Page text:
Publication: Prism Volume: 1 Issue: 2

Baku Looks South

by David Nissman

The April 1995 merger of four Southern Azerbaijani political parties in Iran into the Front for the National Independence of South Azerbaijan (FNISA) further complicates relations between Baku and Tehran and between both and Moscow. In an appeal to the Azeri people, the movement argued that "the appearance of the independent republic of Azerbaijan has created a genuine basis for the unification of South and North Azerbaijan." While officials in Baku have dismissed the importance of the new group and denied that they were behind it, the FNISA and the groups comprising it may have a bigger political role in the future than did earlier bodies that sought the reunification of divided Azerbaijan.

This is the third wave of such movements in this century, but the earlier two were more cultural than political in their aspirations, largely because until 1991 there was not an independent Azerbaijan in the north. Indeed, most of the 20 million plus ethnic Azerbaijanis in Iran–a third of the population–dismissed the Azerbaijan SSR as a Soviet puppet. Even Azerbaijanis within the Soviet Union did not begin to talk about a unified Azerbaijan until the fall of the shah, except for a brief period during and immediately after the Soviet occupation of northern Iran during World War II.

The Division of Azerbaijan and Its Reawakening

The historic homeland of Azerbaijan was divided between Russia and Persia by the Treaty of Turkmenchai in 1828, and the borders set by that treaty remain in force today. While Soviet historians routinely argued that this treaty divided the Azerbaijani people, in reality the new line was more political than cultural. The northern part of the Azerbaijani territory became subject to Russian rather than Persian tax collectors and other bureaucrats, but there was not yet any sense of a national awakening. That took place only during the second world war, when Moscow occupied northern Iran under the terms of the 1921 Soviet-Iranian treaty.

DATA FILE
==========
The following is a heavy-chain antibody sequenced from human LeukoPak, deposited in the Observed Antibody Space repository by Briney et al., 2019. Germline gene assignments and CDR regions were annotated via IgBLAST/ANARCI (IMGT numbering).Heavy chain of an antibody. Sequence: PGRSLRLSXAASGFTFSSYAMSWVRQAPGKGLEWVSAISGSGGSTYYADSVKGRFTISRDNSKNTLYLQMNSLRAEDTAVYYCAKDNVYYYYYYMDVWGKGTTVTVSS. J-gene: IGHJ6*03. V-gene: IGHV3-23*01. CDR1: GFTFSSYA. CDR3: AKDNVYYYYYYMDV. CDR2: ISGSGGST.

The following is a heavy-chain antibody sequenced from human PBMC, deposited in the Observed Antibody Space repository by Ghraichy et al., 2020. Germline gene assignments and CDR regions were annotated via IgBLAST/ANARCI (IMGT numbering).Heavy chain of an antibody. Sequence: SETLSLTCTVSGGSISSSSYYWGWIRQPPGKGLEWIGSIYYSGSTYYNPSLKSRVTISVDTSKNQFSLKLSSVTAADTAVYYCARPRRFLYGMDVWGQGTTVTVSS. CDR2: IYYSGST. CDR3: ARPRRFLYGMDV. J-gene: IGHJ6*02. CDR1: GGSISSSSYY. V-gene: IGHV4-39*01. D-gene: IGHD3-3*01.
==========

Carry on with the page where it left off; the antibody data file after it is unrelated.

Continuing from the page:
Historically, Southern, or Iranian, Azerbaijan, has been ethnically Azeri Turkic. The region’s major city, Tabriz, was a major center of Azeri culture until the rise of the Pahlavi dynasty in 1925. Under Reza Shah, Tehran adopted a strong centralizing and anti-Azeri policy. This policy was so thoroughgoing because many in Iran feared that Moscow posed a serious threat to Iran and would use Azeri co-ethnics to advance its borders. One Soviet commentator, R.A. Seidov, wrote in 1985 that Tehran sought to "extirpate the Azeri language, assimilate the Azeri Turks, and isolate them from neighboring Soviet Azerbaijan."

This division was called into question the first time when Soviet forces moved into northern Iran in 1941. Moscow imported a large and highly educated contingent of Soviet Azeris to control the local population, and after four years of occupation, Moscow set up the Azerbaijan Democratic Republic in northern Iran. But when the Red Army left Iran on May Day 1946, the Azerbaijan Democratic Republic quickly disintegrated. By the end of the year, all of its officials and many of its citizens had fled to Baku. Moscow said it had withdrawn as a result of Western pressure, but in 1986 Azerbaijani researchers in the archives established that the Red Army had been pulled for Soviet national interests: "the national liberation of the people of Southern Azerbaijan were sacrificed to Stalin’s unjust oil policy and pretensions." This cloudy language refers to the April 4, 1946, agreement between Moscow and Tehran setting up a joint Soviet-Iranian oil concern.